July 05, 2004
Petacchi the Ale-Jet misfiring?
"I can't seem to sprint as I really want to, there's always somebody in the way or something happens," the 30-year-old Fassa Bortolo rider said on Monday.
"I touched the wheel of my team mate in front of me four or five times because other riders tried to push me out of the way, it was incredible."
That, my friend, is what they call bike racing. One of the most incredible things about these sprint finishes is the aggressive jockeying the riders do to get an advantageous position for the sprint.
In the Giro d'Italia, Petacchi's “Silver Train,” the Fassa Bortolo team, would turn up the heat a little at a time until very few riders from other teams could hang, and all the while, Petacchi was sitting in the rocking chair, ready to scorch the last 200 meters.
Here in the Tour, the level of competition is much higher, every team with a strong sprinter has a couple of guys who can hang at almost any speed, and the sprinters themselves are masterful at finding the wheel of opposing sprinters, and using them as a lead-out.
Quoth Robbie McEwen, at Eurosport.com:
"Everybody said at the Giro d'Italia that Alessandro Petacchi couldn't be beaten. But here at the Tour it's a different story. There are a lot of other stronger teams here and they're prepared to go over the top of Fassa Bortolo."
"[Petacchi] is beatable. Everybody's beatable. It just has to be the right circumstances."
Asked to describe his favourite sprinting conditions: "Any sprint I win is one I like."
Armstrong adds to 3rd-stage jitters
A lot of the riders are very nervous about the 2+ miles of cobblestones on tomorrow's Stage 3 of the Tour de France.
Lance Armstrong spoke for the peloton:
"I think everybody is worried about the cobbles - even the riders who are good on them are worried," Armstrong said.
"You could be involved in a crash and that would mean the end of your Tour. Somebody's Tour will be over on Tuesday and I could be one of those people."
The second stretch of cobbles are part of Paris-Roubaix, the spring classic also known as "The Hell of the North." Magnus Backstedt won the 2004 edition, but their inclusion on the Tour is controversial, because it's not that big a deal to lose 5 minutes in a classic; you're just smoked for the day. In a grand tour, you can be hosed for 3 weeks.
Armstrong acknowledged the historical place of the pavé:
"At the same time, the cobbles are a big part of French cycling. If you look at Paris-Roubaix, they are a beautiful thing, if you look at it like that, you should say they should be part of the Tour."
Some teams will likely want to conserve effort in advance of Wednesday's team time trial.
All I wanna do, is drive some traffic...
It's really gratifying to start seeing referrers from big sites like BoingBoing and anil dash's daily links, but up until the start of the Tour, the site got by on traffic from Google, and about 75 percent of it was looking for tidbits about Lance Armstrong and Sheryl Crow.
Even with the race underway, it's about 5-10 percent of search engine traffic, I would estimate.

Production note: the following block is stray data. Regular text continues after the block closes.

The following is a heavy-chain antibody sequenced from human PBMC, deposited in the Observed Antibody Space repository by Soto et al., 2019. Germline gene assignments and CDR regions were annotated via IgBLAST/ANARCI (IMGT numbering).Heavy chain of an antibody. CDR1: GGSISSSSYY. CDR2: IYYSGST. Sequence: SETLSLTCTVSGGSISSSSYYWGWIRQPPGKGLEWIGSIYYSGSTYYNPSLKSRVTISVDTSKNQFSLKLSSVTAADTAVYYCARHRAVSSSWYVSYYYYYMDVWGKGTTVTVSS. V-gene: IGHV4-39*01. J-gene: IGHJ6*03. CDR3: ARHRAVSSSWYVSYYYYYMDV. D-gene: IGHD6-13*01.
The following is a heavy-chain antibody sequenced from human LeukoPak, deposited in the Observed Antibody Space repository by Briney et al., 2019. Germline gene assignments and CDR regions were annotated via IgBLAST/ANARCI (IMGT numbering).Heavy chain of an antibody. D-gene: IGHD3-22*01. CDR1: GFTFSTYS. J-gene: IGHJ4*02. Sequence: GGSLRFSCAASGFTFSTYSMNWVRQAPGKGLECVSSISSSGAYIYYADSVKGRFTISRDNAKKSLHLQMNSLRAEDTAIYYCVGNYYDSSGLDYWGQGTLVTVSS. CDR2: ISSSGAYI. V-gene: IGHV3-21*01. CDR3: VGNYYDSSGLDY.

I liked to imagine I was keeping the site pure by not creating a Sheryl Crow category, but I can't swim upstream, so here you go.
The story: Sheryl thinks the Tour is dreamy:
“Whatever I thought before the race, you can multiply it by a thousand — that’s pretty much what I am experiencing here,” the singer told journalists.
“It’s a helpless feeling,” she said of following her new partner on nervous opening stages of the Tour. “You know, you can either stay in front of a TV to watch the race, where you see all of it, or run around the route where you only see a second of it. But Lance knows what he’s doing.”
Riders' diaries update: Dean, Hamilton, Backstedt
Dean provided the leadout for Thor Hushovd today, and Thor looked, well, thunder-ific, and Dean gives you a look inside the head of a lead-out man:
The sprint was crazy, crazy, crazy. It was a case of quack or be quacked. So I quacked a lot to get Thor to the front with 300m to go. It was a little too early but at around 700m to go we were pretty far back and Fassa Bortolo were going all out for Petacchi. I had to move Thor up so I went around the outside as the road curved gently to the left. As we came up beside the Fassa train, it began to die. Next thing I knew, I had blown straight past them and was at the front. All I could do was keep going. I wasn’t really sprinting but in the saddle powering it. At around 350m to go I began [to] blow up. The last of the Fassa Bortolo lead-out guys came underneath me with Thor on his wheel. Perfect. I had done my job and I was done.
Tyler's clearly on eggshells about tomorrow's pavé:
Tomorrow will be another difficult day. It's the Paris-Roubaix stage of the Tour this year. I'm not a big guy so I'm not really looking forward to riding the cobblestones. I'm glad we had a chance to preview the roads before the start of the race. So we know what's ahead, and what we have to do to stay out of trouble. Now it's just a matter of doing it. Wasn't I just saying something about stress?
One of my favorite riders isn't going so well in the early stages:
These are supposed to me my kinds of days and, as I said, I am sort of on home turf, but it was all I could do just to stay in the field. If I knew what was wrong with me, I'd be a happy man, because I could do something about it. As it is, I have no idea why I feel like I lack power and struggling on the bike.